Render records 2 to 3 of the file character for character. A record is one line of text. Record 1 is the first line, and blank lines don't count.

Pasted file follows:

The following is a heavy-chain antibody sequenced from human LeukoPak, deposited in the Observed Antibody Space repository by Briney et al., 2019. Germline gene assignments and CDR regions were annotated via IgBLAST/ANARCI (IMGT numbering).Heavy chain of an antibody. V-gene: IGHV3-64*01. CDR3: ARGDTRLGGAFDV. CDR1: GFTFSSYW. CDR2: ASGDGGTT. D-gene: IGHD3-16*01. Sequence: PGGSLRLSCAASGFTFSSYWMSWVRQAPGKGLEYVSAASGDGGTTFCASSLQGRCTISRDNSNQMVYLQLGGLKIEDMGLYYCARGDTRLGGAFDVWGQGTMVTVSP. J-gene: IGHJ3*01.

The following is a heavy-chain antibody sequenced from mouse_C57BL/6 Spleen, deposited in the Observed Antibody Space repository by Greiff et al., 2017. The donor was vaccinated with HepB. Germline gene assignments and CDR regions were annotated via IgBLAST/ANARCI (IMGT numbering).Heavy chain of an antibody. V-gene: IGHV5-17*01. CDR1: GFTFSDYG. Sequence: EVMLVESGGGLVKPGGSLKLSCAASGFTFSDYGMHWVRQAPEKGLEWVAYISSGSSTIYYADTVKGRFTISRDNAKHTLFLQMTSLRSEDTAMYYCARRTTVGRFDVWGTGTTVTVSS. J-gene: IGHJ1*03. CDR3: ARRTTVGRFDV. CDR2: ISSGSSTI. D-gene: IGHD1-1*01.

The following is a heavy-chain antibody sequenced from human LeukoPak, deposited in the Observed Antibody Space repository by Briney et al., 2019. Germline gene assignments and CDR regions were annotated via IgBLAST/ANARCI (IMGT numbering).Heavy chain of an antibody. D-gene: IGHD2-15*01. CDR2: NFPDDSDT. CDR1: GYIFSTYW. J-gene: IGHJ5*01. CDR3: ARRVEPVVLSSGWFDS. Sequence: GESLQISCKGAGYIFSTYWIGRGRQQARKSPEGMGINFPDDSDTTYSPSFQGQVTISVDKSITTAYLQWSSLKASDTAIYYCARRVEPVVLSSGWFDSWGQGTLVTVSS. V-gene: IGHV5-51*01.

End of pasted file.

The following is a heavy-chain antibody sequenced from mouse_C57BL/6 Spleen, deposited in the Observed Antibody Space repository by Greiff et al., 2017. The donor was vaccinated with HepB. Germline gene assignments and CDR regions were annotated via IgBLAST/ANARCI (IMGT numbering).Heavy chain of an antibody. V-gene: IGHV5-17*01. CDR1: GFTFSDYG. Sequence: EVMLVESGGGLVKPGGSLKLSCAASGFTFSDYGMHWVRQAPEKGLEWVAYISSGSSTIYYADTVKGRFTISRDNAKHTLFLQMTSLRSEDTAMYYCARRTTVGRFDVWGTGTTVTVSS. J-gene: IGHJ1*03. CDR3: ARRTTVGRFDV. CDR2: ISSGSSTI. D-gene: IGHD1-1*01.

The following is a heavy-chain antibody sequenced from human LeukoPak, deposited in the Observed Antibody Space repository by Briney et al., 2019. Germline gene assignments and CDR regions were annotated via IgBLAST/ANARCI (IMGT numbering).Heavy chain of an antibody. D-gene: IGHD2-15*01. CDR2: NFPDDSDT. CDR1: GYIFSTYW. J-gene: IGHJ5*01. CDR3: ARRVEPVVLSSGWFDS. Sequence: GESLQISCKGAGYIFSTYWIGRGRQQARKSPEGMGINFPDDSDTTYSPSFQGQVTISVDKSITTAYLQWSSLKASDTAIYYCARRVEPVVLSSGWFDSWGQGTLVTVSS. V-gene: IGHV5-51*01.